Monday, March 6, 2017
The Essense of D&D and Skills
Lately, when I've been talking about the essence of D&D it's really about what is part of that D&D experience we all share when playing. Given that the game is essentially the granddaddy of tabletop role playing games, many things inherent with the system can be found in other systems and game that have come out over the years. If we consider core mechanics and game 'functions' from one flavor of D&D to the next, there are some common points found in ALL them. Again, these same things are even present in the newer retroclones and other games clearly derived or heavily inspired from it.
Armor Class, a 'Vancian' method of spellcasting, Hit Points, and class-based level advancement are core pillars to the game. Efforts have been made to 'fix' perceived problems and many different games try to do so and sometimes become their own thing. One thing D&D is not is a skills oriented game.
When the game first was making the round in the 70's, there was really no system of skills. However, as a precursor to second edition, both the Oriental Adventures book and the Dungeoneer Survival Guide introduced the concept of Non-Weapon Proficiencies. More was done with this in the Wilderness Survival Guide which helped to flesh the material out further. By the time it was decided move on to a second edition, a system of weapon and non-weapon proficiencies was finalized.
Here's the thing though... I don't really remember using or relying on this very much when I did play second edition and this was basically the system my friends and I used in conjunction with the older AD&D material and some Metzer era D&D sets. We also didn't use things like weapon speed factor either. Weapons proficiencies did matter though and was a lot more relevant to what we needed for the game. The only skills routinely used were the Thief skills which had it's own percentile sub-system.
Third Edition represented a shift. It took the class skills away and put them all into a list to be chosen from during character creation. Some classes had more points to spend on skills than others but the list was not exactly short, and there were different costs depending on your class and what you wanted to take. Then there was something called 'synergy' between skills which affected other things. It was more book keeping but it was generally liked and yet, by Fifth Edition, the skill list didn't only get smaller but the amount of skills one could select from got severely cut down.
If we consider some of the games derived from D&D like Swords & Wizardry or Castles & Crusades, we find that there is no 'itemized' skill system during character creation aside from maybe some class skills like one would expect to find with the Thief / Rogue. These two games have become favorites of mine, in part because of the streamlined simplicity and philosophy of these games. These systems are not burdened with an extra level of depth by shoehorning a skill system. Just like Original D&D, a skill system isn't really needed for this to play well.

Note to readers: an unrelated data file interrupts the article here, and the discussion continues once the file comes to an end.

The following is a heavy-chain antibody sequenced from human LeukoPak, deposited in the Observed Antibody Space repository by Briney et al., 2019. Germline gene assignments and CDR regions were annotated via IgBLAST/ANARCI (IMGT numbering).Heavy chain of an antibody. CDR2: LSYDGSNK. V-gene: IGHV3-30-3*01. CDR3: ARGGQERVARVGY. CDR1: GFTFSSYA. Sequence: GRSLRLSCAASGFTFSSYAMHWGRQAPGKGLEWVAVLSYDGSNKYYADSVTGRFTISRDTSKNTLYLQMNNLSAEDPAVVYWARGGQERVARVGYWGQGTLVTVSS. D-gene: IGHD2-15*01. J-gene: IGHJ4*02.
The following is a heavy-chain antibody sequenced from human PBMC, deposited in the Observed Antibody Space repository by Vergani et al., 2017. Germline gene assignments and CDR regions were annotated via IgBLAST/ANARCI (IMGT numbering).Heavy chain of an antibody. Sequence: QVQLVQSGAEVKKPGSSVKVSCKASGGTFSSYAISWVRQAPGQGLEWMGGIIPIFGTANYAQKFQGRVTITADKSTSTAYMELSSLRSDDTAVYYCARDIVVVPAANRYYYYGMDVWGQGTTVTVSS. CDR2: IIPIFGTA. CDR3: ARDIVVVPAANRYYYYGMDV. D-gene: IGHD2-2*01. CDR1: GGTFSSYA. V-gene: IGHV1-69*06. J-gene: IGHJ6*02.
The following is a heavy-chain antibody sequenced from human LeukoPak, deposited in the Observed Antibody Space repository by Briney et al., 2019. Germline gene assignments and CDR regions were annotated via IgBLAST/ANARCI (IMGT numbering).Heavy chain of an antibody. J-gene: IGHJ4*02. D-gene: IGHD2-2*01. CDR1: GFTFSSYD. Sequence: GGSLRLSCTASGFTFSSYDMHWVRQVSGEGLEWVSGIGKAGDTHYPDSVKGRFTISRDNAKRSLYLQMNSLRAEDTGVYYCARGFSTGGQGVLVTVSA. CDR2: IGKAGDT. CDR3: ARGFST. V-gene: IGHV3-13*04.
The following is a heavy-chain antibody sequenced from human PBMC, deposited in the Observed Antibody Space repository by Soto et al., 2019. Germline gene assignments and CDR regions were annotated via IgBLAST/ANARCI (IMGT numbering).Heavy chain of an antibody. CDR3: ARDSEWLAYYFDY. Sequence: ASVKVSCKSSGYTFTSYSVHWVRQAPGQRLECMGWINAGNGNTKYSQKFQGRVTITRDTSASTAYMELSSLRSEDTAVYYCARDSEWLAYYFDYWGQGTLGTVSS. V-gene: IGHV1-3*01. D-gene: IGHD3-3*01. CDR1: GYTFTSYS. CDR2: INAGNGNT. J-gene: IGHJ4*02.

Lately, I've been playing some Myth & Magic (a much maligned and failed Kickstater to bring out a retro-clone of second edition). It's fun but that's because it brought the right pieces together for someone who played second edition for years. It too has a skill system which feels like a good compromise between the second edition proficiency system and third edition. There are many skills to chose from to give plenty of variety and choice. However, the more I play, the more I wonder if such a system is all that necessary when compared to, say.. the mechanic used in C&C. Myth & Magic does fill the need of creating (on paper), a character which is more detailed in terms of character makeup. But again, is it strictly necessary?
So... on THAT note, apparently Troll Lord Games has sold out of their 6th print run of the Player's Handbook. It's a great game and apparently they will fund the 7th printing via Kickstater in just over a weeks time (March 15th). It is still my 'goto' FRPG that scratches that 'D&D itch'. I imagine pricing will be much like their last printing which means $29.95 USD (a full color hardback) but there are always a few perks by doing this via the TLG Kickstater and, given this is a flagship product, it will be quickly funded, developed, and shipped. I'll report more on that when it launches.
Finally, and speaking of Kickstarters, as I have mentioned before, our first published novel, Mother of Mortals, is currently being kickstarted! Feel free to check it out and spread the word! The first chapter of the novel is being offered for free via a link on the Kickstarter project page. You can find the Kickstarter HERE.